(2) Control group. A concurrent control group shall be used. This group shall be a sham treated group, or, if a vehicle is used in administering the test substance, a vehicle control group. Animals in the control groups shall be handled in an identical manner to test group animals. The vehicle shall neither be developmentally toxic nor have effects on reproduction.

(3) Dose levels and dose selection. (i) At least 3 dose levels plus a control (vehicle control, if a vehicle is used) shall be used.

(ii) If the substance has been shown to be developmentally toxic either in a standard developmental toxicity study or a pilot study, the highest dose level shall be the maximum dose which will not induce in utero or neonatal deaths or malformations sufficient to preclude a meaningful evaluation of neurotoxicity.

(iii) In the absence of standard developmental toxicity, unless limited by the physicochemical nature or biologicial properties of the substance, the highest dose level shall induce some overt maternal toxicity but shall not result in a reduction in weight gain exceeding 20 percent during gestation and lactation.

(iv) The lowest dose should not produce any grossly observable evidence of either maternal or developmental neurotoxicity.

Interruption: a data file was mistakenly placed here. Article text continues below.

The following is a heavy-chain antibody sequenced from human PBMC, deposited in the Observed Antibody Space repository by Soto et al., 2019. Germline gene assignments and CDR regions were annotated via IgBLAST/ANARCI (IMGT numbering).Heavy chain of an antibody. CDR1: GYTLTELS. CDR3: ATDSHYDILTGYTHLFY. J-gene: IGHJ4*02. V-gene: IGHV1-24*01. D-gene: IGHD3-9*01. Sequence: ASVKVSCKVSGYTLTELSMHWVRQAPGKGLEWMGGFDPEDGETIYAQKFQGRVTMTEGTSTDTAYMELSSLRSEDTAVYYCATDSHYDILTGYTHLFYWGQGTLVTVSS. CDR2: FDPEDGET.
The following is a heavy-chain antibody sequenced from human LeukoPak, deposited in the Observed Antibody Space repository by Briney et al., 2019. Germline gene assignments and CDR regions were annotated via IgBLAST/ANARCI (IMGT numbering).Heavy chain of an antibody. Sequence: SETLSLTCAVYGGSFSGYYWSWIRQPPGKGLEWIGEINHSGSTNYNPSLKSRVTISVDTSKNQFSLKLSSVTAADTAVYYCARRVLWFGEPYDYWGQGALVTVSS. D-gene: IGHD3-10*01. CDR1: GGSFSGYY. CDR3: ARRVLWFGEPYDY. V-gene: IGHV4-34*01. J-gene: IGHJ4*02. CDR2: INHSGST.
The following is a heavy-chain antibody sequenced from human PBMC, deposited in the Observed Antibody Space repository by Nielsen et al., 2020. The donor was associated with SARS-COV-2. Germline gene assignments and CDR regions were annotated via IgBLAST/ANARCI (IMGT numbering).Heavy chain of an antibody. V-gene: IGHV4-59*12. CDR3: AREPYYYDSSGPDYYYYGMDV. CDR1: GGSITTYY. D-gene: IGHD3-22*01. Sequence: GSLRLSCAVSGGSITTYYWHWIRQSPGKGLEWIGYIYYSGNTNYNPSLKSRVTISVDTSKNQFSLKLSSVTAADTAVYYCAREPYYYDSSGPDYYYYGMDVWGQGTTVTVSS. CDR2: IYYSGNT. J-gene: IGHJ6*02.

(v) The intermediate dose(s) shall be equally spaced between the highest and lowest dose.

(4) Dosing period. Day 0 in the test is the day on which a vaginal plug and/or sperm are observed. The dose period shall cover the period from day 6 of gestation through weaning (21 days postnatally).

(5) Administration of test substance. The test substance or vehicle should be administered orally by intubation. The test substance shall be administered at the same time each day. The animals shall be weighed periodically and the dosage based on the most recent weight determination.

(6) Observation of dams. (i) A gross examination of the dams shall be made at least once each day, before daily treatment. The animals shall be observed by trained technicians who are blind with respect to the animal's treatment, using standardized procedures to maximize inter-observer reliability. Where possible, it is advisable that the same observer be used to evaluate the animals in a given study. If this is not possible, some demonstration of inter-observer reliability is required.

(ii) During the treatment and observation periods, cage-side observations shall include:

(A) Any responses with respect to body position, activity level, coordination of movement, and gait.

(B) Any unusual or bizarre behavior including, but not limited to headflicking, head searching, compulsive biting or licking, self-mutilation, circling, and walking backwards.

(C) The presence of:

(1) Convulsions.

(2) Tremors.

(3) Increased levels of lacrimation and/or red-colored tears.

(4) Increased levels of salivation.

(5) Piloerection.

(6) Pupillary dilation or constriction.

(7) Unusual respiration (shallow, labored, dyspneic, gasping, and retching) and/or mouth breathing.

(8) Diarrhea.

(9) Excessive or diminished urination.

(10) Vocalization.

(iii) Signs of toxicity shall be recorded as they are observed, including the time of onset, the degree and duration.

(iv) Animals shall be weighed at least weekly.

(v) The day of delivery of litters shall be recorded.

(7) Study conduct - (i) Observation of offspring. (A) All offspring shall be examined cage-side daily for gross signs of mortality and morbidity.